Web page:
Your browser is no longer supported

For the best possible experience using our website we recommend you upgrade to the newest version of your browser.

Your browser appears to have cookies disabled. For the best experience of Construction News, please enable cookies in your browser.

Welcome to the Construction News site. As we have relaunched, you will have to sign in once now and agree for us to use cookies, so you won't need to log in each time you visit our site.
Learn more

PfS hints at colleges role

A senior figure at Partnerships for Schools has hinted that the secondary school delivery body is keen to rescue the ailing colleges building programme.

Director of education and planning Russell Andrews gave the clearest signal yet that PfS could become responsible for the Building Colleges for the Future scheme.

Mr Andrews told Construction News: “We are keen to help local authorities be as strategic as they can across a range of capital funding schemes.”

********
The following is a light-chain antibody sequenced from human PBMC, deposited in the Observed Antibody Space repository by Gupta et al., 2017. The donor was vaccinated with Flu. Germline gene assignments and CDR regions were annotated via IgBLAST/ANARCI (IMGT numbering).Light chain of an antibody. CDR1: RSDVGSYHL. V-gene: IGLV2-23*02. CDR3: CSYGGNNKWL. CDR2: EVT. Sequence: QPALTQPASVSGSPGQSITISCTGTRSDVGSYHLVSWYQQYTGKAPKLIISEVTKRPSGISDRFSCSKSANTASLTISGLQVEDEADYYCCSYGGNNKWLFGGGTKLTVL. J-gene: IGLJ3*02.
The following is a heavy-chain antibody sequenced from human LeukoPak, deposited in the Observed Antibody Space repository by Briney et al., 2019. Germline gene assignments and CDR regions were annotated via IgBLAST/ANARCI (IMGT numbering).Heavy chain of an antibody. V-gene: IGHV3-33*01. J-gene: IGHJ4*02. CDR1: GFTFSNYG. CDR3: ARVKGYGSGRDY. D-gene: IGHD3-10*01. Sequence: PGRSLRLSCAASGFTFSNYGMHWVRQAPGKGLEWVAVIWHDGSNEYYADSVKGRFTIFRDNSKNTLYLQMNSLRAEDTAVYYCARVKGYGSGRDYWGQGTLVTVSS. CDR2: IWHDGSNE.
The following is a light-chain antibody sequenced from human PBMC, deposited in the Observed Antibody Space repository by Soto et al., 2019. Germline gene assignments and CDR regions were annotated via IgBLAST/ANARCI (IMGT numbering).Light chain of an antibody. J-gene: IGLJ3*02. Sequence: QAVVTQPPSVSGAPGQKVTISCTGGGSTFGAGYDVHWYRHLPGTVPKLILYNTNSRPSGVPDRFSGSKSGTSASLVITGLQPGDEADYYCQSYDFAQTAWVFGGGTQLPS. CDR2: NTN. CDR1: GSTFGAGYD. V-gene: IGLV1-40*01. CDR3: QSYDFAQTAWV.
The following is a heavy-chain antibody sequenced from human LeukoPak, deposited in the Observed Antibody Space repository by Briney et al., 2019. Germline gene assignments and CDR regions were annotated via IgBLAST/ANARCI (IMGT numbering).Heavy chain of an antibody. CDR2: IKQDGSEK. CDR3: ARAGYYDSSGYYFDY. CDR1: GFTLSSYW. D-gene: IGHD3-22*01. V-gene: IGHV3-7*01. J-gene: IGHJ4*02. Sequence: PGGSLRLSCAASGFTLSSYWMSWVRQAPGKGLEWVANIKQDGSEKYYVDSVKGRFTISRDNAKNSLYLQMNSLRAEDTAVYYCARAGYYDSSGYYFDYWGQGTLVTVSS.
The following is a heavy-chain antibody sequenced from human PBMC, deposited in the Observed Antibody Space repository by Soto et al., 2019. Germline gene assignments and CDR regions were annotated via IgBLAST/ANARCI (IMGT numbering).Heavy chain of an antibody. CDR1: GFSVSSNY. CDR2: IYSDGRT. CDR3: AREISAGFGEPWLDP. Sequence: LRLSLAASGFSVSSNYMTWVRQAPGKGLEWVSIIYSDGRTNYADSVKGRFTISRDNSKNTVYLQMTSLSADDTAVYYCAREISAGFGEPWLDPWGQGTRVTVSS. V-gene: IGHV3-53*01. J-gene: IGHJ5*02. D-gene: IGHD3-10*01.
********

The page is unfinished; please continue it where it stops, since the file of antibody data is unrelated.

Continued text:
Speculation has surrounded the future of the BCF scheme since Learning and Skills Council chief executive Mark Haysom took responsibility for its failings and resigned last week.

Mr Haysom said he was pre-empting the findings of a report by former Audit Commission chief executive Sir Andrew Foster into the project’s £3 billion funding gap. Of 79 colleges given approval in principle by the LSC, just eight have since been given the green light for construction.

The Learning and Skills Council was last week forced to deny that the other 71 schemes would have to remain in limbo until at least September. It insisted that fresh funding could be available for approved college building projects soon after the publication of Mr Foster’s report later this month.

Contractors and consultants last week suggested PfS should be given the college programme to run alongside the £55 billion Building Schools for the Future scheme.

The body is seen as having a good track record of delivering education projects on a large scale, and was recently given an extra £200 million to help new schools co-locate with other public services.

It has also been suggested that the body could take on the £9 billion Primary Capital Programme.

The Department for Children, Schools and Families refused to comment on what would happen to the BCF programme and said it was awaiting Mr Foster’s report.